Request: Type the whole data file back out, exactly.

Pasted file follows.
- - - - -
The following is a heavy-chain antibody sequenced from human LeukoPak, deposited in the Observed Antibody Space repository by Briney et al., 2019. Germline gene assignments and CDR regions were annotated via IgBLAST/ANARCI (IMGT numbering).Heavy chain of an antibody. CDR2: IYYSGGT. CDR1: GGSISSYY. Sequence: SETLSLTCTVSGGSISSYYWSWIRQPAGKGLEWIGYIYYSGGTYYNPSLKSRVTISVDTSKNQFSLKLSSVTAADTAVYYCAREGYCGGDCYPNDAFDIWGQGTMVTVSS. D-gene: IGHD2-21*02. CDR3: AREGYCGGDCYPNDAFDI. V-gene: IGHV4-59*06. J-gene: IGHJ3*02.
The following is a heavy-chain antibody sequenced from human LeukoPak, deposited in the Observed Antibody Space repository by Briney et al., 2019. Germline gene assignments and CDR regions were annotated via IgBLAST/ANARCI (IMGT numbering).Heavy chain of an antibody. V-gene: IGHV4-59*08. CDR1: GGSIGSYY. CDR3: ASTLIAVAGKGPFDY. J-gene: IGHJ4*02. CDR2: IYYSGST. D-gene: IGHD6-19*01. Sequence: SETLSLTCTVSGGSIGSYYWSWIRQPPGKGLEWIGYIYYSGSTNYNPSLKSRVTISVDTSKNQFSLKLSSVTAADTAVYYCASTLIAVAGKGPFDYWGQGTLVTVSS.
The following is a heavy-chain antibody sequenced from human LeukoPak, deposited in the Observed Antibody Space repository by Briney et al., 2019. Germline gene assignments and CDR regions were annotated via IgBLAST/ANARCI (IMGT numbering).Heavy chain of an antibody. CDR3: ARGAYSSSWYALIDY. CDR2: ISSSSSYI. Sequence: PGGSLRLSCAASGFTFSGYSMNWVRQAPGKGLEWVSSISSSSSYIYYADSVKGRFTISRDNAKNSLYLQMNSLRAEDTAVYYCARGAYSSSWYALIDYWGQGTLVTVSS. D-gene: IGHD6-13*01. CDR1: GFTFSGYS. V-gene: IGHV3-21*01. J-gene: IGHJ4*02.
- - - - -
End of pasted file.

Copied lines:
The following is a heavy-chain antibody sequenced from human LeukoPak, deposited in the Observed Antibody Space repository by Briney et al., 2019. Germline gene assignments and CDR regions were annotated via IgBLAST/ANARCI (IMGT numbering).Heavy chain of an antibody. CDR2: IYYSGGT. CDR1: GGSISSYY. Sequence: SETLSLTCTVSGGSISSYYWSWIRQPAGKGLEWIGYIYYSGGTYYNPSLKSRVTISVDTSKNQFSLKLSSVTAADTAVYYCAREGYCGGDCYPNDAFDIWGQGTMVTVSS. D-gene: IGHD2-21*02. CDR3: AREGYCGGDCYPNDAFDI. V-gene: IGHV4-59*06. J-gene: IGHJ3*02.
The following is a heavy-chain antibody sequenced from human LeukoPak, deposited in the Observed Antibody Space repository by Briney et al., 2019. Germline gene assignments and CDR regions were annotated via IgBLAST/ANARCI (IMGT numbering).Heavy chain of an antibody. V-gene: IGHV4-59*08. CDR1: GGSIGSYY. CDR3: ASTLIAVAGKGPFDY. J-gene: IGHJ4*02. CDR2: IYYSGST. D-gene: IGHD6-19*01. Sequence: SETLSLTCTVSGGSIGSYYWSWIRQPPGKGLEWIGYIYYSGSTNYNPSLKSRVTISVDTSKNQFSLKLSSVTAADTAVYYCASTLIAVAGKGPFDYWGQGTLVTVSS.
The following is a heavy-chain antibody sequenced from human LeukoPak, deposited in the Observed Antibody Space repository by Briney et al., 2019. Germline gene assignments and CDR regions were annotated via IgBLAST/ANARCI (IMGT numbering).Heavy chain of an antibody. CDR3: ARGAYSSSWYALIDY. CDR2: ISSSSSYI. Sequence: PGGSLRLSCAASGFTFSGYSMNWVRQAPGKGLEWVSSISSSSSYIYYADSVKGRFTISRDNAKNSLYLQMNSLRAEDTAVYYCARGAYSSSWYALIDYWGQGTLVTVSS. D-gene: IGHD6-13*01. CDR1: GFTFSGYS. V-gene: IGHV3-21*01. J-gene: IGHJ4*02.